“Ask now of the days of old, before your time,
ever since God created man upon the earth;
ask from one end of the sky to the other:
Did anything so great ever happen before?
Was it ever heard of?
Did a people ever hear the voice of God
speaking from the midst of fire, as you did, and live?
Or did any god venture to go and take a nation for himself
from the midst of another nation,
by testings, by signs and wonders, by war,
with strong hand and outstretched arm, and by great terrors,
all of which the LORD, your God,
did for you in Egypt before your very eyes?
This is why you must now know,
and fix in your heart, that the LORD is God
in the heavens above and on earth below,
and that there is no other.
You must keep his statutes and commandments that I enjoin on you today,
that you and your children after you may prosper,
and that you may have long life on the land
which the LORD, your God, is giving you forever.”
The Trinity is a “Tri-unity”: God is both one and three; one essence, three persons. This reading emphasizes the oneness or unity of God: “The LORD is God in the heavens above and on earth below, and … there is no other.”
God demonstrated to the Israelites that he existed—and other gods didn’t—during the Exodus, by “signs, wonders, and war.” The famous Ten Plagues were actually progressive demonstrations that the Egyptian pantheon didn’t exist. For example, the first plague (Nile to blood) showed the Nile was no god; the ninth (three days of darkness) showed the impotence of the supposed “sun god” Amon-Re; the tenth plague (death of the first born, including Pharaoh’s heir) showed that Pharaoh was no divinity. All the other plagues “de-divinized” lesser gods, as well.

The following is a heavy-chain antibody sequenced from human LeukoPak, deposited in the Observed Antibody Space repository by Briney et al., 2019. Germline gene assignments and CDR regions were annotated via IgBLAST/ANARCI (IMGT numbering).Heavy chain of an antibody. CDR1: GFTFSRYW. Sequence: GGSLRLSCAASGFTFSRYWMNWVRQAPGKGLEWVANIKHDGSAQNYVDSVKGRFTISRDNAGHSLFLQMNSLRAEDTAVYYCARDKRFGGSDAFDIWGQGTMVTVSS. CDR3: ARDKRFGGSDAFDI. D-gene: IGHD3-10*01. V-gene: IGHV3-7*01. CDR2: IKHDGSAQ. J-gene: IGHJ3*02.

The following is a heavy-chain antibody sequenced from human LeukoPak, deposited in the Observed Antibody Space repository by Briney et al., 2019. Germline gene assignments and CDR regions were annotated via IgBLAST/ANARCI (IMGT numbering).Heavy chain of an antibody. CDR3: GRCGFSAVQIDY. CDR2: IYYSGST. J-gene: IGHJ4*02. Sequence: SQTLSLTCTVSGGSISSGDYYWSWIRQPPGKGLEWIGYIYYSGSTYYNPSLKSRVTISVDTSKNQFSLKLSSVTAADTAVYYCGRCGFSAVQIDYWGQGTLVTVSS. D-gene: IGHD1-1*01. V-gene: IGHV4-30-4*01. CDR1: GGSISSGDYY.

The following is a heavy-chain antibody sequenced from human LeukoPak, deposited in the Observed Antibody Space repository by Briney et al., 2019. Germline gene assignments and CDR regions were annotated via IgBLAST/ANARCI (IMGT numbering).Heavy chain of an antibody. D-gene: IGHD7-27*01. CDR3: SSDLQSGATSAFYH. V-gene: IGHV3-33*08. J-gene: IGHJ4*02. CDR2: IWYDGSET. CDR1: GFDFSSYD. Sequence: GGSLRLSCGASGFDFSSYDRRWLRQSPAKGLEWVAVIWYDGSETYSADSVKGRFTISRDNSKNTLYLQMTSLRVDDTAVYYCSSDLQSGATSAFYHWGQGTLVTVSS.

Although this text from Deuteronomy emphasizes the oneness of God, there is a hint of the Trinity even here. Moses refers to the “voice of God” (=the Word, the Second Person) coming forth from the “midst of fire” (=sign of the Holy Spirit, the Third Person). Although God had not clearly revealed his triune nature, all three Persons were involved in God’s relationship with Israel. This is one of many places in Scripture where the “voice of God” (qôl ‘elohîm or qôl YHWH) is personified. Perhaps the first is in Genesis 3:8, which can be construed as: “They heard the Voice of the LORD God walking in the garden.” It light of the revelation of Jesus’ divinity as the Second Person and the logos or Word of God, these passages take on new significance. Already in pre-Christian (Second Temple) Judaism, there was a growing awareness that God’s Word was somehow also an agent and person. In the ancient Targums—Aramaic “Amplified Bibles” written to explain the Scriptures to common Jews in their spoken language—the narrative of the Old Testament is re-written in such a way that God never acts directly. All divine actions are performed by God’s “Memra,” the Aramaic term for “word.” For these and other reasons, even some Jewish scholars like the famous Daniel Boyarin have argued that pre-Christian Judaism entertained notions of multiple persons in the Godhead. Theologians call this “progressive revelation.” As the time of the coming of the Messiah neared, God’s revelation of Himself to his people became increasingly clear.
A happy, holy, and very blessed Trinity Sunday to you!